John Fowles’s debut novel certainly set the bar high. I felt the need to start by reading this book because it seemed to suit me (or suit my obsession with Law & Order: SVUCSI, andCriminal Minds; a girl can’t have too much crime TV), and I stand by my choice. The Collector follows Frederick Clegg in his project to stalk, kidnap, and woo the object of his affections, Miranda Grey, a young art student of the upper middle class. If Clegg were a young gallant knight or the Earl of Rochester, this story could be romantic, or at the very least, kind of kinky. But Clegg is a loner, a man with little to no social graces who happens to really, really like collecting butterflies, so the story has to go the creepy rout. Fine by me, since Fowles can definitely pull off creepy and pull it off well. …

And the winner of the LitBeetle’s Pick of the 2013 is …

Gone Girl is the 2012 thriller by Gillian Flynn and tells the story of Nick Dunne, under suspicion of killing his wife Amy.

Gone Girl is the 2012 thriller by Gillian Flynn and tells the story of Nick Dunne, under suspicion of killing his wife Amy.

1. Gone Girl by Gillian Flynn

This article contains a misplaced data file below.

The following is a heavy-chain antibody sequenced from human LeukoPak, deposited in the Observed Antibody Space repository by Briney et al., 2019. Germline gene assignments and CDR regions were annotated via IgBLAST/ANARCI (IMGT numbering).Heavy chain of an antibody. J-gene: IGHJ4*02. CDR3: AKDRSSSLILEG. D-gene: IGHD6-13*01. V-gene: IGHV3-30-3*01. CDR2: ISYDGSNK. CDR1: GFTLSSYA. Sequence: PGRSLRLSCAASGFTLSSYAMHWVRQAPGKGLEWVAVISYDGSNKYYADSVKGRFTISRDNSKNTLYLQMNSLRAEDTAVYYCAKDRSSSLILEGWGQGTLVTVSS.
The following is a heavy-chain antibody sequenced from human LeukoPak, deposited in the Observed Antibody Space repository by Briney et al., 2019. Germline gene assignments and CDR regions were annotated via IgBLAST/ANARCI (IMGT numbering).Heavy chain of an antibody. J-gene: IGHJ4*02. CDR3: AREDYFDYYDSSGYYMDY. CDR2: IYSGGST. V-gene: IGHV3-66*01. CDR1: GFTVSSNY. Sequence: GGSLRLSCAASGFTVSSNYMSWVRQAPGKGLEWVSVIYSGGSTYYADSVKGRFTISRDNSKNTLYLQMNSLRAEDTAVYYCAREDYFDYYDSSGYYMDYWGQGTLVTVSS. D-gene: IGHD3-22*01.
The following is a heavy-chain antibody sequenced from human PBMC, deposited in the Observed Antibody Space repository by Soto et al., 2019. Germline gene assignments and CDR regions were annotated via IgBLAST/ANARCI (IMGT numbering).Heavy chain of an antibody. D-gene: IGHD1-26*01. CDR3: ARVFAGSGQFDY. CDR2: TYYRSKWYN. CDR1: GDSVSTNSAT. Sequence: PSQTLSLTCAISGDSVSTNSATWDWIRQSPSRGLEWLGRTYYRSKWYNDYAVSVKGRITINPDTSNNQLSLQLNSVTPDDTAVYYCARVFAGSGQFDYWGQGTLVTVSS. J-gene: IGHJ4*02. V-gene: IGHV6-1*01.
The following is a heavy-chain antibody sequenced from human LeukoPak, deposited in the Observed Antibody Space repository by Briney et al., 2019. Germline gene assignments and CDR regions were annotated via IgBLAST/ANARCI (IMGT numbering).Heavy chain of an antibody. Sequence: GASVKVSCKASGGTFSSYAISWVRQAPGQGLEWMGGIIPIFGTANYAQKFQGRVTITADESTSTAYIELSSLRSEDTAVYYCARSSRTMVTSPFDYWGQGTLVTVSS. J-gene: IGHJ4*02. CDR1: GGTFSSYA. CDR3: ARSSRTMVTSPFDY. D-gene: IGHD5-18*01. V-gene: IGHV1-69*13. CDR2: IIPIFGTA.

I came to this book without expectations. It seems everyone but I had heard of it and already added it to their Goodreads “Want to Read” bookshelf, but it’s all in character for me, so I shouldn’t be surprised. That being said, I only got to page 16 before I decided I loved this book. Gillian (like my name, so we’re practically twins!) Flynn’s Gone Girl is a perfect specimen for a morbid curiosity. The girl in question is Amy Elliott Dunne, the supposed victim in a missing person’s case. Her husband Lance Nicholas “Nick” Dunne is the supposed perpetrator (because it’s always the husband, right?). Amy and Nick are beautiful, successful, clever, and bursting with love for each other, but when both are laid off, the initial spark of their marriage dies out, and a family crisis uproots them from their beloved Manhattan and lands them in Nick’s rural Missouri hometown of North Carthage, the two are embroiled in a battle of wit, sadism, and manipulation. You won’t be able to tear your eyes away from this train wreck, and you may think you can predict the outcome (and maybe you’re better at that than I am), but you will enjoy the unfolding of this disastrous relationship the whole time. …